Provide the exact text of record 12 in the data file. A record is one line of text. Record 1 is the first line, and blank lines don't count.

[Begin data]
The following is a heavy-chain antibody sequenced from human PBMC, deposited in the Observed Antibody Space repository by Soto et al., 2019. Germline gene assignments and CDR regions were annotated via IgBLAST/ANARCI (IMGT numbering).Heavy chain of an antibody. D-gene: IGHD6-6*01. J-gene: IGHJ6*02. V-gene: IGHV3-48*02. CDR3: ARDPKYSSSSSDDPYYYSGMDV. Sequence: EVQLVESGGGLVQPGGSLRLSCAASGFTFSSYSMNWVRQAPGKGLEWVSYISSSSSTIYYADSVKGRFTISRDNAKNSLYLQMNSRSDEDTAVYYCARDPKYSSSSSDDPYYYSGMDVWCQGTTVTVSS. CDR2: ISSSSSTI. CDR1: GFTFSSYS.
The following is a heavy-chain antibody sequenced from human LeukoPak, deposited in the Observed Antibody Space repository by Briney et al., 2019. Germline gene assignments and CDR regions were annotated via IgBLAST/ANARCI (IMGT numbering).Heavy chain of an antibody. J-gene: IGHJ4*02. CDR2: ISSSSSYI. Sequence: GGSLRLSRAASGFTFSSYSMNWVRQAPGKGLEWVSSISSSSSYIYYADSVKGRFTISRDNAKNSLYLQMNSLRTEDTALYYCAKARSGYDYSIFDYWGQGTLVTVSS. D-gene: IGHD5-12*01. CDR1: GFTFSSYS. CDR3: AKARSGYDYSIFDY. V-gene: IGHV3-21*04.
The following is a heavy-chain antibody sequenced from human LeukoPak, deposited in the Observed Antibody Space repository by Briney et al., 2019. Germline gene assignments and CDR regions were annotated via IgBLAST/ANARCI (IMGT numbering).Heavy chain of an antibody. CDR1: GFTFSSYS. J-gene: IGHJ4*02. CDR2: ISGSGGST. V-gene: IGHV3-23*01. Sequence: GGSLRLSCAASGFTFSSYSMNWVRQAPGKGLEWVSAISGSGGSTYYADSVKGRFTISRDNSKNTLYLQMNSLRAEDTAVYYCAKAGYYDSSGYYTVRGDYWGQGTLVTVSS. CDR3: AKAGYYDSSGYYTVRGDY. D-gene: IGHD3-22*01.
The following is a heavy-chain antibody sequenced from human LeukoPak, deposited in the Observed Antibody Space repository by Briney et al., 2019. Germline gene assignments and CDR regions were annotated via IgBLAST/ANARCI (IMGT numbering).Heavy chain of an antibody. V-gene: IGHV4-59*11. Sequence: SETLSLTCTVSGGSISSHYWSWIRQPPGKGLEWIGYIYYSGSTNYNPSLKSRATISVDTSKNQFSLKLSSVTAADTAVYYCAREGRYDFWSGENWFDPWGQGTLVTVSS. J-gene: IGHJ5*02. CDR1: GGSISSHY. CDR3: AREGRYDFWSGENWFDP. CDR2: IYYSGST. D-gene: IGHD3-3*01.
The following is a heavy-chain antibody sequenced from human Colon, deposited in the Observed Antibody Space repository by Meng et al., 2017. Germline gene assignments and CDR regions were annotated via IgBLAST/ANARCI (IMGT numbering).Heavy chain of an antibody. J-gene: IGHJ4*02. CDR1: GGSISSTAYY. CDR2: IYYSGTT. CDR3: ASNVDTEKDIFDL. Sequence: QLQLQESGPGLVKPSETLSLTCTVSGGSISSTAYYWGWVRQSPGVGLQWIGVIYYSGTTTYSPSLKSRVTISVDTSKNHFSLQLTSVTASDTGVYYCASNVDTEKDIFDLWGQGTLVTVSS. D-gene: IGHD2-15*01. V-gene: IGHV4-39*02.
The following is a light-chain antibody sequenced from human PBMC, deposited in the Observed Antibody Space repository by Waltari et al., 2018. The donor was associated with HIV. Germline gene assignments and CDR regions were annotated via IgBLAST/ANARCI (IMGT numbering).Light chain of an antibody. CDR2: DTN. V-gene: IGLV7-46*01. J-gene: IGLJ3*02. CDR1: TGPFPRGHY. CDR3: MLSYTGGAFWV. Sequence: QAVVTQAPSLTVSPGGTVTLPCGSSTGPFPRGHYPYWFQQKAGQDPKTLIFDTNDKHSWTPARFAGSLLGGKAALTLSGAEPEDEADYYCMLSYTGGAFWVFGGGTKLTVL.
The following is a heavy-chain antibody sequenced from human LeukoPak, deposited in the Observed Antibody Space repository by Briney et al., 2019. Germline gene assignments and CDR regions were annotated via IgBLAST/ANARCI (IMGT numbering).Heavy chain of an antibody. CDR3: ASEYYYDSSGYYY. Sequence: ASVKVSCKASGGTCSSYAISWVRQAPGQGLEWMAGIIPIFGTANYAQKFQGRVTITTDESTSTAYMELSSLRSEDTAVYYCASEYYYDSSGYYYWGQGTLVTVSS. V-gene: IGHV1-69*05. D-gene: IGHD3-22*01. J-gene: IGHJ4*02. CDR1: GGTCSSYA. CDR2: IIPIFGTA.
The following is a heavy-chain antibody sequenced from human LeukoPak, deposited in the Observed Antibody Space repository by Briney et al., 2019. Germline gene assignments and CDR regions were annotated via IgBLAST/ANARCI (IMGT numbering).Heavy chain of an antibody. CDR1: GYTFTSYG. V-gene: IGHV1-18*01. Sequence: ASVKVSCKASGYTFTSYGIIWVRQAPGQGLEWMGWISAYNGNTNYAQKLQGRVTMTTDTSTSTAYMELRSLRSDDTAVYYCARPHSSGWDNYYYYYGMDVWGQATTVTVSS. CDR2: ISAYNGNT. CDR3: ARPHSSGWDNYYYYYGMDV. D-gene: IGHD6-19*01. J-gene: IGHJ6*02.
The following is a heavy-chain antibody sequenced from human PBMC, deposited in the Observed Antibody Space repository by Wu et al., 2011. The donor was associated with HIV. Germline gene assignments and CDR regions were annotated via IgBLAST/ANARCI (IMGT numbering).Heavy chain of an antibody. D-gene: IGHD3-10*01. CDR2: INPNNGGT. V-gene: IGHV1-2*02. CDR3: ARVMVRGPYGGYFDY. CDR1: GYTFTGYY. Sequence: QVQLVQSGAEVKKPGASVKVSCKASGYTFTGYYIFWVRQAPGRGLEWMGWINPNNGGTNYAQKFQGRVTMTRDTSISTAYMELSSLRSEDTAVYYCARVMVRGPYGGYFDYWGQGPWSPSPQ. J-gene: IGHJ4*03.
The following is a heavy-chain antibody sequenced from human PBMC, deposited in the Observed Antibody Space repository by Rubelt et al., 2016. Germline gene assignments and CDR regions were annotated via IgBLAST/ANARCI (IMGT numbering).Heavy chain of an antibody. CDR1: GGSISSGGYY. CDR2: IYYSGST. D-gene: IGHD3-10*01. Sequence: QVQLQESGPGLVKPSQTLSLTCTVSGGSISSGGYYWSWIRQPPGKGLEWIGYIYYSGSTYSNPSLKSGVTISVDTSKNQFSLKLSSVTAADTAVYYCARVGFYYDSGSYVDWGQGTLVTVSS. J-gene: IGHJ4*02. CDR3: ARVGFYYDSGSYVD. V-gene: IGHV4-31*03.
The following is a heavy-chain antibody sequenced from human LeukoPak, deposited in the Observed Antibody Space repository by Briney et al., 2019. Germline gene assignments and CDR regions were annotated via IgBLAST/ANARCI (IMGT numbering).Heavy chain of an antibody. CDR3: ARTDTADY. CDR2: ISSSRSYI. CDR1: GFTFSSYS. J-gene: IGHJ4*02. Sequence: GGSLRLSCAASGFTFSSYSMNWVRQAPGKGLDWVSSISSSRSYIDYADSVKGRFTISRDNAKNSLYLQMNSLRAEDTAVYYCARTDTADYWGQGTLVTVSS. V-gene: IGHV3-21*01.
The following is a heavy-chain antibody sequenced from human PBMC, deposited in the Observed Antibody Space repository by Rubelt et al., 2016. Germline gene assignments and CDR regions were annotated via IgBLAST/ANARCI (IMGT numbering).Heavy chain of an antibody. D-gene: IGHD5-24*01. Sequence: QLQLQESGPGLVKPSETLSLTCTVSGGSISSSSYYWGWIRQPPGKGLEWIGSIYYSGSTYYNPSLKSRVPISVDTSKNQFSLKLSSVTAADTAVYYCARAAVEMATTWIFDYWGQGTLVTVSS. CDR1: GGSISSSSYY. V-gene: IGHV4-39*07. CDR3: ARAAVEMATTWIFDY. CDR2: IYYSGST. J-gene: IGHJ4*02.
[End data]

The following is a heavy-chain antibody sequenced from human PBMC, deposited in the Observed Antibody Space repository by Rubelt et al., 2016. Germline gene assignments and CDR regions were annotated via IgBLAST/ANARCI (IMGT numbering).Heavy chain of an antibody. D-gene: IGHD5-24*01. Sequence: QLQLQESGPGLVKPSETLSLTCTVSGGSISSSSYYWGWIRQPPGKGLEWIGSIYYSGSTYYNPSLKSRVPISVDTSKNQFSLKLSSVTAADTAVYYCARAAVEMATTWIFDYWGQGTLVTVSS. CDR1: GGSISSSSYY. V-gene: IGHV4-39*07. CDR3: ARAAVEMATTWIFDY. CDR2: IYYSGST. J-gene: IGHJ4*02.